60. 60. Question 8 • GNP can be defined as – GDP – Depreciation – GDP + NFIA – GDP – Subsidies – NNP + NFIA
  61. 61. Answer: Question 8 • GNP can be defined as – GDP – Depreciation – GDP + NFIA – GDP – Subsidies – NNP + NFIA
  62. 62. Question 9 • Estimate of national income in India are usually prepared by – reserve bank of India – planning commission – central statistical organization – national income committee
  63. 63. Answer: Question 9 • Estimate of national income in India are usually prepared by – reserve bank of India – planning commission – central statistical organization – national income committee
  64. 64. Question 10 • One of the problems in estimating the national income in India is – low rate of savings – widespread unemployment – rapidly rising prices – large non-monetized transactions
  65. 65. Answer: Question 10 • One of the problems in estimating the national income in India is – low rate of savings – widespread unemployment – rapidly rising prices – large non-monetized transactions
  66. 66. Question 11 • Expenditure method is also called as – outlay method – income method – value added method – none of the above
  67. 67. Answer: Question 11 • Expenditure method is also called as – outlay method – income method – value added method – none of the above
  68. 68. Question 12 • Expenditure on final goods and services is broadly classified in to – consumption expenditure – investment expenditure – consumption and investment expenditure – none of the above
  69. 69. Answer: Question 12 • Expenditure on final goods and services is broadly classified in to – consumption expenditure – investment expenditure – consumption and investment expenditure – none of the above
  70. 70. Question 13 • The real national income of India has increased at an annual average rate of 1. 5.6% 2. 4.4.% 3. 7.8% 4. 8.9%
  71. 71. Answer: Question 13 • The real national income of India has increased at an annual average rate of 1. 5.6% 2. 4.4.% 3. 7.8% 4. 8.9%
  72. 72. Question 14 • For the past 14 years the net national income has been around 1. 8% 2. 7% 3. 6% 4. 10%
  73. 73. Answer: Question 14 • For the past 14 years the net national income has been around 1. 8% 2. 7% 3. 6% 4. 10%
  74. 74. Question 15 • India’s economic growth rate in the tenth plan period was (2002- 07) 1. 6.5% 2. 8.0% 3. 8.5% 4. 7.6%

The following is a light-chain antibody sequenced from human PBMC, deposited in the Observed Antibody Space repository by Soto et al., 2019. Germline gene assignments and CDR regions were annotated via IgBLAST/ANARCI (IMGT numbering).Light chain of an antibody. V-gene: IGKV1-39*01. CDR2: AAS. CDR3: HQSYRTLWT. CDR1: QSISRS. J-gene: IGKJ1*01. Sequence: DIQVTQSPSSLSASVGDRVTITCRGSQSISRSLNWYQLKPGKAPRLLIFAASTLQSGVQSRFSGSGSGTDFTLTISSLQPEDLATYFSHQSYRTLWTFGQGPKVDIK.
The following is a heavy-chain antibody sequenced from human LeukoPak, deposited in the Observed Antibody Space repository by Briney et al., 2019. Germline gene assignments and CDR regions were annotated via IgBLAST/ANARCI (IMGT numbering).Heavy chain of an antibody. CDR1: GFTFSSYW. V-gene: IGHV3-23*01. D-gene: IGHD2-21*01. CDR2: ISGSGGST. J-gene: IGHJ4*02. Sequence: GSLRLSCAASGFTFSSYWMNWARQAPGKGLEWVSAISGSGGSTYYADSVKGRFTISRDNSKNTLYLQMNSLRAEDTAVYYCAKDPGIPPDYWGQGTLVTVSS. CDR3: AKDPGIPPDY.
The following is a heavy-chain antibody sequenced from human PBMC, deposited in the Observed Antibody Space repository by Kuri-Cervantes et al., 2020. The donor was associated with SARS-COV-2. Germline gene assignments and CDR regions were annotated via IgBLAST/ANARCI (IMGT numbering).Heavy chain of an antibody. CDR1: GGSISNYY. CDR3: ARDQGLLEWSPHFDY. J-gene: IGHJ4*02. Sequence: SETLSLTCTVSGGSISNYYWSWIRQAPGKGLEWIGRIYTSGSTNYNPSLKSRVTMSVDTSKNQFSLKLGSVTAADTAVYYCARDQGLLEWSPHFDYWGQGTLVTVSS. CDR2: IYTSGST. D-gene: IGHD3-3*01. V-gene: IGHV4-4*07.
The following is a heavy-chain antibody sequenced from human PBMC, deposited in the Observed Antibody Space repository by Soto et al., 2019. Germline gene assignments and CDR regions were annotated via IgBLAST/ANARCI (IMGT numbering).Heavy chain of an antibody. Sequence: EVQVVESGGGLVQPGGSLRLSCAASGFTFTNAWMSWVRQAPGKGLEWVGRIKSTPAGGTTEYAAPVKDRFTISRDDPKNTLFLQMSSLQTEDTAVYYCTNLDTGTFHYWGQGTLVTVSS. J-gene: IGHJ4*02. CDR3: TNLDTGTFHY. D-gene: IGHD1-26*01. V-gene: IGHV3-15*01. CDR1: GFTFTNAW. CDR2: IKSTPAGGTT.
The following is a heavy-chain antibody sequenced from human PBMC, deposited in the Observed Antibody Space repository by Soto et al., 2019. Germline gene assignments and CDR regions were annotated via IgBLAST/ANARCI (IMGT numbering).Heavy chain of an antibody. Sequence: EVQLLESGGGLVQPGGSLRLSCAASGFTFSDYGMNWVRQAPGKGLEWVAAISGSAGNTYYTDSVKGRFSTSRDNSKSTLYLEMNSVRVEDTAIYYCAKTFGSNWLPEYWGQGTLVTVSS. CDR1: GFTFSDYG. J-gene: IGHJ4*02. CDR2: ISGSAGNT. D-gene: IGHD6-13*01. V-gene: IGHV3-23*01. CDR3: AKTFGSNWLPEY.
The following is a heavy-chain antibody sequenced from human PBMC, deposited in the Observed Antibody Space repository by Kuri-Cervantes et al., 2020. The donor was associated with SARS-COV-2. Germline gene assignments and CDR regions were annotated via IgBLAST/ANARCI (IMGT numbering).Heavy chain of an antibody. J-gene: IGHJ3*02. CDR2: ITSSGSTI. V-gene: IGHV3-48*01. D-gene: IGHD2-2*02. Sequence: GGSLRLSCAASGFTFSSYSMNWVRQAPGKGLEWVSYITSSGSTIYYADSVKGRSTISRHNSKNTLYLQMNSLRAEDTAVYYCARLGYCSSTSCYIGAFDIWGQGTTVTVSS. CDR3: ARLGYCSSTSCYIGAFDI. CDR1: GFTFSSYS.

75. 75. Answer: Question 15 • India’s economic growth rate in the tenth plan period was (2002- 07) 1. 6.5% 2. 8.0% 3. 8.5% 4. 7.6%
  76. 76. Question 16 • Per capita income can be calculate by – national income / population – national income – population – national income * population – national income + population
  77. 77. Answer: Question 16 • Per capita income can be calculate by – national income / population – national income – population – national income * population – national income + population
  78. 78. Question 17 • NDP can be calculated as 1. GNP – Depreciation 2. GDP – Subsidies 3. GDP – Depreciation 4. GNP – Subsidies
  79. 79. Answer: Question 17 • NDP can be calculated as 1. GNP – Depreciation 2. GDP – Subsidies 3. GDP – Depreciation 4. GNP – Subsidies
  80. 80. Question 18 • If the GDP is measured at the price prevailing point of time then it is called – current price – market price – constant price – none of the above
  81. 81. Answer: Question 18 • If the GDP is measured at the price prevailing point of time then it is called – current price – market price – constant price – none of the above
  82. 82. Question 19 • NNP at factor cost is – NNP at constant price – net direct taxes – NNP at market price – net indirect taxes – GNP at market price – net direct taxes – GNP at constant price – net indirect taxes
  83. 83. Answer: Question 19 •NNP at factor cost is – NNP at constant price – net direct taxes – NNP at market price – net indirect taxes – GNP at market price – net direct taxes – GNP at constant price – net indirect taxes
  84. 84. Question 20 • GNP at factor cost is – GNP at market price – depreciation – GNP at market price – net indirect taxes – GNP at market price – net income form abroad – GDP at market price – net indirect taxes
  85. 85. Answer: Question 20 •GNP at factor cost is – GNP at market price – depreciation – GNP at market price – net indirect taxes – GNP at market price – net income form abroad – GDP at market price – net indirect taxes
  86. 86. Mathematical summaries of various concept • GNP at market price – depreciation = NNP at market price • GNP at market price – net income from abroad = GDP at market price • GNP at market price – net indirect taxes = GNP at factor cost. • NNP at market price – net income from abroad = NDP at market price • NNP at market price – net indirect taxes = NNP at factor cost
  87. 87. Mathematical summaries of various concept • GDP at market price – net indirect taxes = GDP at factor cost • GNP at factor cost – depreciation = NNP at factor cost • NDP at market price – net indirect taxes = NDP at factor cost • GDP at factor cost – depreciation = NDP at factor cost.